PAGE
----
There are still seats in the old Philadelphia Spectrum. The
one little problem is that they are dangling from an upper-deck girder that remains
in place after the longtime Sixers’ home was detonated awhile back.
To see the plays in absolute ruins is a reminder that the
NBA’s glory arenas of the past are just that. In the past. And pretty
soon, they’ll only be in our memories.
The classic venues to watch the NBA’s best players are
slowly dying out. Soon, the cookie-cutter arenas will be all that’s left.
The Spectrum actually closed down to the NBA in 1995. Jason
Kidd is the only Maverick – and one of the few players in the league,
that actually played there. Rick Carlisle remembers it fondly, too. He saw one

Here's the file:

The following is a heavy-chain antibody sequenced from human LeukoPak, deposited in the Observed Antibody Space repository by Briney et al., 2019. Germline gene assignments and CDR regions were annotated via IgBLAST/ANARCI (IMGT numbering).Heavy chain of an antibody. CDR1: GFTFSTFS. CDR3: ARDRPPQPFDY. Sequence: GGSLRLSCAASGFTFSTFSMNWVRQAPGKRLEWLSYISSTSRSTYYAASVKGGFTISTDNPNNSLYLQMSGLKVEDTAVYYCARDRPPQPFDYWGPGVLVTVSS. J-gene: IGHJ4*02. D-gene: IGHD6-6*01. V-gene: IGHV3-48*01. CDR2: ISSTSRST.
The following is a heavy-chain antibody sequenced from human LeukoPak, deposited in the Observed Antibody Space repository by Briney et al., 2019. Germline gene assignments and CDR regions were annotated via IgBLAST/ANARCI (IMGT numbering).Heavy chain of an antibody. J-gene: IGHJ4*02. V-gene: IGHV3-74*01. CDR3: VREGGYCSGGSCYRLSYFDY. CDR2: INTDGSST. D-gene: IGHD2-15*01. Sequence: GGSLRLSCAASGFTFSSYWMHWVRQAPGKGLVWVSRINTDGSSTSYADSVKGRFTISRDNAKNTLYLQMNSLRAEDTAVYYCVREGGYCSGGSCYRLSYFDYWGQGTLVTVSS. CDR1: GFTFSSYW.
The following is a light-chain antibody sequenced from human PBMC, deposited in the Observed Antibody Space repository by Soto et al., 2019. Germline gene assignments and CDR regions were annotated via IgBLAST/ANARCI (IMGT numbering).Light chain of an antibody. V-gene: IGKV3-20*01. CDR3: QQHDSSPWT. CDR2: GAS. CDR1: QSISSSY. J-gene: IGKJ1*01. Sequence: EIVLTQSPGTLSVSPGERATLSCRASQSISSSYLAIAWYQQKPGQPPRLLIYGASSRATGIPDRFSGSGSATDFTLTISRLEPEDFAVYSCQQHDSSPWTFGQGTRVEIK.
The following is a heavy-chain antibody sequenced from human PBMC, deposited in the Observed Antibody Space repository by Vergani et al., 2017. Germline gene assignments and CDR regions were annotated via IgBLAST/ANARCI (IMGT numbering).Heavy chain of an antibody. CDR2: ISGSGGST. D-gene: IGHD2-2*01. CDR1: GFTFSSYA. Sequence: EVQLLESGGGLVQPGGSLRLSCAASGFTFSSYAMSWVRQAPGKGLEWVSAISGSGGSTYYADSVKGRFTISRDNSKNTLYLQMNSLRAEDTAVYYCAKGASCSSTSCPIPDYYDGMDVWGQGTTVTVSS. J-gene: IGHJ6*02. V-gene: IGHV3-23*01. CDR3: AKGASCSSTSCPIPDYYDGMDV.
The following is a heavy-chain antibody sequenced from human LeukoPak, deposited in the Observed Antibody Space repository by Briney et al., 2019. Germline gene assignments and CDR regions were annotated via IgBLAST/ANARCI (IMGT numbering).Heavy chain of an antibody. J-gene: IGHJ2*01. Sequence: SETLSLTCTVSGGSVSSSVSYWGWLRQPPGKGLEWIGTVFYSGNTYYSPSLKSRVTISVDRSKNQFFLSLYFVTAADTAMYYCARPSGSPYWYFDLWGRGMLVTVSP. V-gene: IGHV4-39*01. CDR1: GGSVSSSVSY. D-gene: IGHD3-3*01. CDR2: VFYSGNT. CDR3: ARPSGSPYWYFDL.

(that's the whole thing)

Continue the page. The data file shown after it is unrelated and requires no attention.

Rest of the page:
of his first NBA games there in 1977.
“We took a family trip to Buffalo, Philadelphia and
Boston and saw three games in three or four days,’’ he said. “At
that time, Philly was a top team and Dr. J (Julius Erving) was my favorite
player. I was in awe.’’
Now, it’s all crumbled, like a dead animal on the side
of the road with its guts hanging out. You can still see rows of seats that are
still intact where the upper deck used to be. But it’s mostly a pile of
concrete. One big mess.
It’s gone the way of Chicago Stadium and Boston Garden
and Veterans Coliseum and McNichols Arena and even Reunion Arena.
These were good, functional buildings that catered to the
fan with great sight lines. And they were all loud.
Now, Utah’s building and the occasional playoff
atmosphere in a few other buildings is the closest the league comes to a true
Sad to see these old galleries go. But as Carlisle said,
progress cannot be stopped.